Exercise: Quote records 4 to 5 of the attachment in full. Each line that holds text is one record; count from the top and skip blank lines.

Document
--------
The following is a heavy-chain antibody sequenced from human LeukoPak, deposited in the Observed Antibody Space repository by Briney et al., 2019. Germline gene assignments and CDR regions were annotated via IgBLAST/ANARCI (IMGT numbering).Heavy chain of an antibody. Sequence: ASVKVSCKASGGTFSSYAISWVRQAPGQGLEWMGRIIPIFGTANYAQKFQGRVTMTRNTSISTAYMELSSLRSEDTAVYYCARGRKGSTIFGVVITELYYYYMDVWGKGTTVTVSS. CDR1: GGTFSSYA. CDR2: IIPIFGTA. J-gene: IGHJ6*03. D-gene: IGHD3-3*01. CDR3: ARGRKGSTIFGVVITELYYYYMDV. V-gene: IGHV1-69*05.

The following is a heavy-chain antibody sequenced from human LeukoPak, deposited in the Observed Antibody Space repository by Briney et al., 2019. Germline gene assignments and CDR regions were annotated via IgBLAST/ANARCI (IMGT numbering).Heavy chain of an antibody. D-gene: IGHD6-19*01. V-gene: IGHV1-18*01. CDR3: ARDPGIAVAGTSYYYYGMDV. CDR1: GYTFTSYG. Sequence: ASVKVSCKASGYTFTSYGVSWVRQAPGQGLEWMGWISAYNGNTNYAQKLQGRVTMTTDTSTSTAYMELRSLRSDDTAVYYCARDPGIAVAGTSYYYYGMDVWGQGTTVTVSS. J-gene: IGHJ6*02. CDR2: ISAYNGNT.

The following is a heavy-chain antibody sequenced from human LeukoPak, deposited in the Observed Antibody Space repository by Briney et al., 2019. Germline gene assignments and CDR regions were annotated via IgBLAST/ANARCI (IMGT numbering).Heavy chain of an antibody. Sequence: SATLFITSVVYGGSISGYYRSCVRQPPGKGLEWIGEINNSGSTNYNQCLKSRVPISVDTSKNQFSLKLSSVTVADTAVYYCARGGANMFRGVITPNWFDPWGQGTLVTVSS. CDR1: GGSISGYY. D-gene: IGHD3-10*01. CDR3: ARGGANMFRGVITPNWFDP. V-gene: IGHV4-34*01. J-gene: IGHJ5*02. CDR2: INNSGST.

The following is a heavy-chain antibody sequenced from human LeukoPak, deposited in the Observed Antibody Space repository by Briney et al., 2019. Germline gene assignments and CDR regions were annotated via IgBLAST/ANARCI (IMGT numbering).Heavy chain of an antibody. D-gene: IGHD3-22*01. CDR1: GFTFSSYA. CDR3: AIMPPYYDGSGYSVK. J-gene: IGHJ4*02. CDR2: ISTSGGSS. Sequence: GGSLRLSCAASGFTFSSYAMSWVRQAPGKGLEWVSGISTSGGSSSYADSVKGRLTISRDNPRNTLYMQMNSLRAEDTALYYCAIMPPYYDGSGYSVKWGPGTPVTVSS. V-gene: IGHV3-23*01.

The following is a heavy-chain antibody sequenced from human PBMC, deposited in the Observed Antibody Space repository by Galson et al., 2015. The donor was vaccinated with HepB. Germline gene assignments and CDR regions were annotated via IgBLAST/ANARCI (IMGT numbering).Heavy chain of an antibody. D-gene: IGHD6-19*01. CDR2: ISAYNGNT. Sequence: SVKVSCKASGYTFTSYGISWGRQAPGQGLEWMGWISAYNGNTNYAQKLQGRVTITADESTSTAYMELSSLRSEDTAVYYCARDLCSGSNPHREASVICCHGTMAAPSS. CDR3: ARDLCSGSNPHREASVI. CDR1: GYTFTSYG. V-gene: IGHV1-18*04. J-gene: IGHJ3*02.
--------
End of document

The following is a heavy-chain antibody sequenced from human LeukoPak, deposited in the Observed Antibody Space repository by Briney et al., 2019. Germline gene assignments and CDR regions were annotated via IgBLAST/ANARCI (IMGT numbering).Heavy chain of an antibody. D-gene: IGHD3-22*01. CDR1: GFTFSSYA. CDR3: AIMPPYYDGSGYSVK. J-gene: IGHJ4*02. CDR2: ISTSGGSS. Sequence: GGSLRLSCAASGFTFSSYAMSWVRQAPGKGLEWVSGISTSGGSSSYADSVKGRLTISRDNPRNTLYMQMNSLRAEDTALYYCAIMPPYYDGSGYSVKWGPGTPVTVSS. V-gene: IGHV3-23*01.

The following is a heavy-chain antibody sequenced from human PBMC, deposited in the Observed Antibody Space repository by Galson et al., 2015. The donor was vaccinated with HepB. Germline gene assignments and CDR regions were annotated via IgBLAST/ANARCI (IMGT numbering).Heavy chain of an antibody. D-gene: IGHD6-19*01. CDR2: ISAYNGNT. Sequence: SVKVSCKASGYTFTSYGISWGRQAPGQGLEWMGWISAYNGNTNYAQKLQGRVTITADESTSTAYMELSSLRSEDTAVYYCARDLCSGSNPHREASVICCHGTMAAPSS. CDR3: ARDLCSGSNPHREASVI. CDR1: GYTFTSYG. V-gene: IGHV1-18*04. J-gene: IGHJ3*02.